You could let her go by it without legally changing it, many kids have nicknames and they aren't always related to their names. This way she can still have control over what name she goes by, and you're still respecting her birth name in case she changes her mind. If you have a few months to decide, then you can use the chosen name socially and make sure she likes it. I actually really suggest this, you don't want to change her name only to find out that she isn't as comfortable with the new name as she thought she'd be. As the PP said, she is 8 and probably can't be aware of how this will effect her for the rest of her life. The thought of changing your name may have never occurred to her and the novelty of it may wear off quickly.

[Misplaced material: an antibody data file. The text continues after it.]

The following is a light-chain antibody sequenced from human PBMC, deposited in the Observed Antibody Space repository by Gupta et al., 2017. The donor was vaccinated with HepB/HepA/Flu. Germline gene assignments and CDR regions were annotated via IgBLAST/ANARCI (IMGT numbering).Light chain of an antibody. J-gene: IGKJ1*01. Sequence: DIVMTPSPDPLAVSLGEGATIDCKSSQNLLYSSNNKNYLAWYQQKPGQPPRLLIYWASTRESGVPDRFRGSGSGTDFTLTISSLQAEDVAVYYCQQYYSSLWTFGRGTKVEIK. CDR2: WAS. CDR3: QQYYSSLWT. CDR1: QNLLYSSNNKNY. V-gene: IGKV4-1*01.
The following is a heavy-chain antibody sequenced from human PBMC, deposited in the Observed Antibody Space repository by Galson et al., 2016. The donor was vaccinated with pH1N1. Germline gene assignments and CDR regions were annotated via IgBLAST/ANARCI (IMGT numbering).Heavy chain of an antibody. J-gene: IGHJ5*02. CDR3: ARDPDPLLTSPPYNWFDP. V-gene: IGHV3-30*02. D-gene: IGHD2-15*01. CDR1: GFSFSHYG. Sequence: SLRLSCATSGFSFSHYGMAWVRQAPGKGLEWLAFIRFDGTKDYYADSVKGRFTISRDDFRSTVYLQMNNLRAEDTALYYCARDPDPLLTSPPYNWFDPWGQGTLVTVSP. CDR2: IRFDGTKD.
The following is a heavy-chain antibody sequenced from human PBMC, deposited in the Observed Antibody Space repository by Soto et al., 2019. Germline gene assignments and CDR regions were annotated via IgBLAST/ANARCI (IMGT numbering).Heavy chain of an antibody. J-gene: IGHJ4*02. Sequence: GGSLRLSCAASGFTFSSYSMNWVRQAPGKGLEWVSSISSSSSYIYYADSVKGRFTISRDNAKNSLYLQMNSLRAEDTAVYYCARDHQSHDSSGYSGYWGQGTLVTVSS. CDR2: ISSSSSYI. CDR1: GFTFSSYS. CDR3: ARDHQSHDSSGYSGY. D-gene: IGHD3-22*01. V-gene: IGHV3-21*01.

This is an important decision, but it also isn't permanent. No matter what you decide to do, she can change her name once she's an adult. It's good that you want to keep ties to her birth family, and also that you want to respect her choices.
I would look into the laws in your state about changing the name on birth certificates. Am I correct that she'll be getting a new one with the new name to reflect her joining your family? If so, whether or not she can change the name on it may have an impact on your decision.